Given our limited space, I opted to place appetizers on the card table. I staged the 3 place settings for that table in the sun room, as well as the folding chairs. A few minutes before it was time to eat, I simply cleared the apps to the kitchen and was able to quickly set the remaining three places and put the chairs out.


Finally, part of staging is also planning how you'll serve the meal. We opted for a simple buffet in the kitchen. Since we had prepped everything requiring our stand mixer the night before, we hid that in the pantry, and cleared the counter tops as much as possible putting serving platters out the night before. 


Another staging tip is to have a few versatile serving platters pulled out and handy in advance. I keep our serving platters in the corner cabinet of our dining room which was not the most accessible with the Thanksgiving table set up. Knowing that some of the "pot luck" items may need platters, I pulled a few out in advance and had them within reach in our pantry. One item I realized we were short on, in the moment, however was serving utensils! While people will sometimes come prepared with serving platters for the food they bring, many people don't bring serving utensils. We were able to improvise with wooden spoons and such, but I do plan to buy a couple more serving utensils between now and our next holiday hosting.

THREE
Have a clean up and leftovers plan. This may be a no brainer, but clean up as much as you can as you prepare the meal and also be sure to have an empty dishwasher in advance of your guests' arrival. One of my tips, that sounds silly, but I've gotten compliments on, is to have a pretty dish towel ready for whatever last minute non-dishwasher safe dishes you may throw in the sink. I didn't do this at Thanksgiving, but at other parties in the past, I've simply draped the dishtowel over the sink to hide the mess from guests. In terms of clean up, Bryce and I don't have a problem leaving dirty dishes in the sink overnight (I know some folks can't sleep if a dish is left in the sink...this is not us!). We typically will do whatever clean up is absolutely necessary at the end of the night (ie: putting food away, loading the dishwasher, soaking dishes, etc), but then will tackle the rest, and putting dishes away in the morning. One of my favorite moments after hosting an event is sitting down on the couch with a glass of wine after clean up!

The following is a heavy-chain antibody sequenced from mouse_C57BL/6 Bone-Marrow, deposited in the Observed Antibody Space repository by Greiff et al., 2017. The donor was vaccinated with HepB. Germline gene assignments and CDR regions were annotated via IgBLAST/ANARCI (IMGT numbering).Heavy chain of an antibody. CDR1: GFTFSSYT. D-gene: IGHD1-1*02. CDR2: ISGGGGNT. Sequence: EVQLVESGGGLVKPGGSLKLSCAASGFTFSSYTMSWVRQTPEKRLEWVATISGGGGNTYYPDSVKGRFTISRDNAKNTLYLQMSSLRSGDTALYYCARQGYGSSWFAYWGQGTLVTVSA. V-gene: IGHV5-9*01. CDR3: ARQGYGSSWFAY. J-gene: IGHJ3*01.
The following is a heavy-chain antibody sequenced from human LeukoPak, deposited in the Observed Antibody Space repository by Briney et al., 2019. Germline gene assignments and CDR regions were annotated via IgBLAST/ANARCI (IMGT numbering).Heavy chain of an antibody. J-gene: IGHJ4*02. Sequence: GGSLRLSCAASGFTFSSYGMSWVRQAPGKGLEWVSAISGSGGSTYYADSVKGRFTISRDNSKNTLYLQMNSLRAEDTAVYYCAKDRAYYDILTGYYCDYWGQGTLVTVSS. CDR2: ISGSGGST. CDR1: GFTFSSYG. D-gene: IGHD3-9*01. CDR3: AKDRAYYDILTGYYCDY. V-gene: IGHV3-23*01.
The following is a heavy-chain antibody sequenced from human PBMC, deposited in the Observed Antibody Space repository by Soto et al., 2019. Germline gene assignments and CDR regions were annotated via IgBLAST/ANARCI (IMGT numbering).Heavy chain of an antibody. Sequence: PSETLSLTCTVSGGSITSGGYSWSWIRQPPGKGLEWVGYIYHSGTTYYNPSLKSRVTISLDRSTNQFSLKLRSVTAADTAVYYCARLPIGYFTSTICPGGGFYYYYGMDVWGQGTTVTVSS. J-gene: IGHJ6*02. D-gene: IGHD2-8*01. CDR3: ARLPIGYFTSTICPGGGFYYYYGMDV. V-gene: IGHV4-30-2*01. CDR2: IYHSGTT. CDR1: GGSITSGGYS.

For leftovers, be sure to buy extra tupperware in advance, or do what I did and send a BYOT (bring your own tupperware!) message to guests in advance of the event. Also make sure you're stocked with aluminum foil, plastic wrap, and ziplock bags. It's also good to have a few grocery or shopping bags at the ready in case people need to pack their leftovers.

FOUR
The final tip is to enjoy yourself! The holidays are all about time spent with family, so do as much prep work in advance, and choose a menu that allows you time outside the kitchen with your guests. And at the end of the day, if you do have a recipe flop or snafu, it makes for a great story!


Have you hosted your family for the holidays?

What are your go to hostessing tips and tricks?

Have a great day!